THB is not only related to sexual exploitation, there is also victims’ exploitation in criminal activities, labour exploitation, as well as extracting organs for transplantation. Organ exploitation is a known procedure around the world but it is very well organised in China, where prisoners are the donors against their will. It is done in an unhuman way, the donors are alive and fully conscious but this is a topic for another post. Let’s focus on the exploitation in criminal activities and how is it seen by the law. The law sees coerced participation in THB as labour exploitation (Villacamp & Torres, 2014). Directive 2011/36/EU on preventing and combatting THB and victims’ protection applies to traffic for criminal activities (Villacampa & Torress, 2014, p.100). Warsaw Convention from the 2005 Council of Europe on Action against Trafficking in Human Beings aims to prevent and combat THB and protect victims (Villacmpa &Torress, 2014, p.100). This brings some light on the problem, though policing is not always a synonym for practice. There is still an issue related to the ability of law bodies to differentiate victims/offenders from offenders. The fact is that victims of THB have been imprisoned due to a lack of differentiation between victims and culprits, and there is a lack of victim protection regardless of policies which specify how to deal with the victims/offenders dichotomy.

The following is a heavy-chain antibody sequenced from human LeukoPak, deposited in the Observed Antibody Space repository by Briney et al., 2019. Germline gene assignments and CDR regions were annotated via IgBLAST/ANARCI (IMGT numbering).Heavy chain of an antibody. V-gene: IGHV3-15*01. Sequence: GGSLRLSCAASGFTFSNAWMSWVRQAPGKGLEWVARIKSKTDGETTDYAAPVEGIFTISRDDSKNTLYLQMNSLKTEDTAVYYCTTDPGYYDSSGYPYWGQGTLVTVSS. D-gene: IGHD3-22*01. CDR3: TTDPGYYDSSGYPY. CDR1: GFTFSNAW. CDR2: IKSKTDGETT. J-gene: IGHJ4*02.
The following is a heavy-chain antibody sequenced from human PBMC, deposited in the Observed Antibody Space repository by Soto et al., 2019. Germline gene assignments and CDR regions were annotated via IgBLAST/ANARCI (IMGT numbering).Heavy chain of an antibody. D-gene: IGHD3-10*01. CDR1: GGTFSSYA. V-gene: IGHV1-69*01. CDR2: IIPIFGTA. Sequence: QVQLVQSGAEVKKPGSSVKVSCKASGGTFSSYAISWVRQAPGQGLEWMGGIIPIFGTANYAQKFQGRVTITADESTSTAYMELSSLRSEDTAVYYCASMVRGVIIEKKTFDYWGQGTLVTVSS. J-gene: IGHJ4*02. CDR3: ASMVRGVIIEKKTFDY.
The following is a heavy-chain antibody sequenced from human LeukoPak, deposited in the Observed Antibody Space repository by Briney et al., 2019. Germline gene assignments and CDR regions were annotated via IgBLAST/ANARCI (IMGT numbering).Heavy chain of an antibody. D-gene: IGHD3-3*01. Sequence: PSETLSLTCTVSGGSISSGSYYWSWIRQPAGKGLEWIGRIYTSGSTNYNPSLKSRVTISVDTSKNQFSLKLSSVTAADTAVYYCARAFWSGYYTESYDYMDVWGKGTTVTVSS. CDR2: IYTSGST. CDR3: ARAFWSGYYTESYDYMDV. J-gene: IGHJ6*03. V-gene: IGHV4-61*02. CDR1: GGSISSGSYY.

Moreover, Villacampa and Torres (2014), and Broad (2015) found that in many cases of detention a lack of understanding of the process of THB is glaring. This leads to institutional victimisation after previous victimisation by traffickers. In 2011, in Sapin, the female prison population consisted of 738 women 305 of them were foreign (Villacampa & Torress, 2014, p.102). The imprisoned victims of trafficking have different backgrounds and nationalities, they come from Europe, Africa, Latin America, and Asia. This shows the international dimension of THB crime. Some of them were exploited as ‘mules’ for drug trafficking, then caught at Spain Airport whiles trying to smuggle drugs over borders (Villacampa & Torres, 2014). Still, victims of trafficking are forced to commit a range of crimes such as prostitution-related crimes, intellectual and industrial property crimes, and many others. For instance, a Chinese woman was lured by a friend to come and work in Spain in a Chinses shop but when she came to Spain, she was forced to commit fraud, she did not have access to not -trafficked people who did not know Spanish, and did not have a permit to work in Spain. Thus, she was dependent on her traffickers. Still, she was imprisoned. This example shows how the criminal justice system failed to recognise victim/offender dichotomy from the penology perspective, the ‘old’ and the ‘new’.